Picking up where Laffy left off yesterday in her great post Fed Up Dems...
If I knew what women want, I'd be a kazillionaire because I'd write a book about it and rake in the dough. The truth is I have no idea what women want. I know this because I'm married to a wonderful woman. And just when I think I've got it figured out, I'm told I'm wrong, asked what was I possibly thinking and then met with a silent shake of the head. My male, married buddies tell me I'm lucky that it's just a silent shake of the head.
So building on a platform of I'm no expert, I do know some things. I know that women want and deserve the right to self-determination, just like the guys. They don't want to be treated differently -- just fairly. And I don't have any argument against that.
But the Republicans do. Their mostly white, older men composite seems to feel that women are inferior mentally and emotionally, that they're not capable of rational decisions -- even with it comes to their own bodies and health issues. More of them think along the legitimate rape lines than in rational scientific reasoning. And those genteel, Southern Gentlemen who demurely dismiss women with their cloak of protecting them from themselves, "those sweet little souls. They are so lovely, aren't they -- like a field of violets or Lady Slippers, swaying in a warm, summer's night." And all the while the Lindsay Grahams spew their charming tripe, their mind is busy with the melodic refrains of "Dixie."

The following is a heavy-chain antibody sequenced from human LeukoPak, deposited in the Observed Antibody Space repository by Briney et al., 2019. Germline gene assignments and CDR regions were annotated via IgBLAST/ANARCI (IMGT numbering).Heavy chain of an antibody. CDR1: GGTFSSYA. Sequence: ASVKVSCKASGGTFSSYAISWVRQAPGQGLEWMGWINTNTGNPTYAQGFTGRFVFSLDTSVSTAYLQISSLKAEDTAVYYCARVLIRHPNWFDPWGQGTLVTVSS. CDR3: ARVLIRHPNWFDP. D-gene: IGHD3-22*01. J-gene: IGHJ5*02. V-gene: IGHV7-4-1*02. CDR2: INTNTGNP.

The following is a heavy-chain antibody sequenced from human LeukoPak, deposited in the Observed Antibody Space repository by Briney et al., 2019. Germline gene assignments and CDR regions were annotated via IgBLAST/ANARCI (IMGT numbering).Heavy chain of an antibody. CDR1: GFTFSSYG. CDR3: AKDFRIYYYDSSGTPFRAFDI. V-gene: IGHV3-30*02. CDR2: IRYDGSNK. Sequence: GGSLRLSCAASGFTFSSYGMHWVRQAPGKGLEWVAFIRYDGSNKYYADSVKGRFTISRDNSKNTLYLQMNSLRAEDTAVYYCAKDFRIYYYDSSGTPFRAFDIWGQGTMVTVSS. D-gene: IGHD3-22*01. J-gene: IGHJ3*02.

In the wake of Roe v Wade, individual states, feeling the decision of the SCOTUS was wrong, have set out to correct this injustice. They've taken a clearly decided issue and are chipping away at the rights determined by the highest court in our land. That's the conservative, right-wing way.
Finally, after assault on assault at the state's level, accelerated in every red state with a Republican-led legislation, women's rights and protections are being circumvented or even stricken. This has got to stop.
Well, the slow moving but well-intentioned Democrats in Congress have finally had enough. They've gone from being a sleeping giant to a forceful vociferous champion of women. Release the Kraken-- Sen. Richard Blumenthal. HuffPo reports: